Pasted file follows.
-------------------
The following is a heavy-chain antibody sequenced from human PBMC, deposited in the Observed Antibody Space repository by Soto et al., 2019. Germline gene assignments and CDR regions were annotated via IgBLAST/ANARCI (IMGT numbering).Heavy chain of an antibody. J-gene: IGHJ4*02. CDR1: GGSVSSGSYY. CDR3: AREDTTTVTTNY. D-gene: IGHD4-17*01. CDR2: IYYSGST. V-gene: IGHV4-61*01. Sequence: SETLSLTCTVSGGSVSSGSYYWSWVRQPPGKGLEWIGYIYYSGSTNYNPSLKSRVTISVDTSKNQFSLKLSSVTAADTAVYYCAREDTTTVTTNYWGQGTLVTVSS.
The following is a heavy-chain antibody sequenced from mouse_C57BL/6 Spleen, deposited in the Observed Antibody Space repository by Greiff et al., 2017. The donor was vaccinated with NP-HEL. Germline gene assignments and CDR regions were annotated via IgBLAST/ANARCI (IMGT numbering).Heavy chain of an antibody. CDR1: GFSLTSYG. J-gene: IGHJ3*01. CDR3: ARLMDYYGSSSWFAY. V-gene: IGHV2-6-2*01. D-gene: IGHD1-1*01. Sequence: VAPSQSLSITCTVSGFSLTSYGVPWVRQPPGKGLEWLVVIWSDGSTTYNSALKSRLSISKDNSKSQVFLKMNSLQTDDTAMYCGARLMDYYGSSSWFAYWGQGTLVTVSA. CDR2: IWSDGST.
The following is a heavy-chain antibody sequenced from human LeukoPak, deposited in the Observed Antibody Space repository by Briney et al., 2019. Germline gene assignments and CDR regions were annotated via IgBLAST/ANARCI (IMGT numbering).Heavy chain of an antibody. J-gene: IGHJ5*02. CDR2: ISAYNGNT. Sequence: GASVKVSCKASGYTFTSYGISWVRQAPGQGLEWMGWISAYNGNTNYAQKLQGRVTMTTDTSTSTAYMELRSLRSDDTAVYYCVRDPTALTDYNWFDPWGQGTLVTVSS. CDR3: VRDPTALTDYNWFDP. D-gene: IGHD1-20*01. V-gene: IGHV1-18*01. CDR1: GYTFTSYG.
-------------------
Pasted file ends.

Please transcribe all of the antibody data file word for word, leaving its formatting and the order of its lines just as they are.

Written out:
The following is a heavy-chain antibody sequenced from human PBMC, deposited in the Observed Antibody Space repository by Soto et al., 2019. Germline gene assignments and CDR regions were annotated via IgBLAST/ANARCI (IMGT numbering).Heavy chain of an antibody. J-gene: IGHJ4*02. CDR1: GGSVSSGSYY. CDR3: AREDTTTVTTNY. D-gene: IGHD4-17*01. CDR2: IYYSGST. V-gene: IGHV4-61*01. Sequence: SETLSLTCTVSGGSVSSGSYYWSWVRQPPGKGLEWIGYIYYSGSTNYNPSLKSRVTISVDTSKNQFSLKLSSVTAADTAVYYCAREDTTTVTTNYWGQGTLVTVSS.
The following is a heavy-chain antibody sequenced from mouse_C57BL/6 Spleen, deposited in the Observed Antibody Space repository by Greiff et al., 2017. The donor was vaccinated with NP-HEL. Germline gene assignments and CDR regions were annotated via IgBLAST/ANARCI (IMGT numbering).Heavy chain of an antibody. CDR1: GFSLTSYG. J-gene: IGHJ3*01. CDR3: ARLMDYYGSSSWFAY. V-gene: IGHV2-6-2*01. D-gene: IGHD1-1*01. Sequence: VAPSQSLSITCTVSGFSLTSYGVPWVRQPPGKGLEWLVVIWSDGSTTYNSALKSRLSISKDNSKSQVFLKMNSLQTDDTAMYCGARLMDYYGSSSWFAYWGQGTLVTVSA. CDR2: IWSDGST.
The following is a heavy-chain antibody sequenced from human LeukoPak, deposited in the Observed Antibody Space repository by Briney et al., 2019. Germline gene assignments and CDR regions were annotated via IgBLAST/ANARCI (IMGT numbering).Heavy chain of an antibody. J-gene: IGHJ5*02. CDR2: ISAYNGNT. Sequence: GASVKVSCKASGYTFTSYGISWVRQAPGQGLEWMGWISAYNGNTNYAQKLQGRVTMTTDTSTSTAYMELRSLRSDDTAVYYCVRDPTALTDYNWFDPWGQGTLVTVSS. CDR3: VRDPTALTDYNWFDP. D-gene: IGHD1-20*01. V-gene: IGHV1-18*01. CDR1: GYTFTSYG.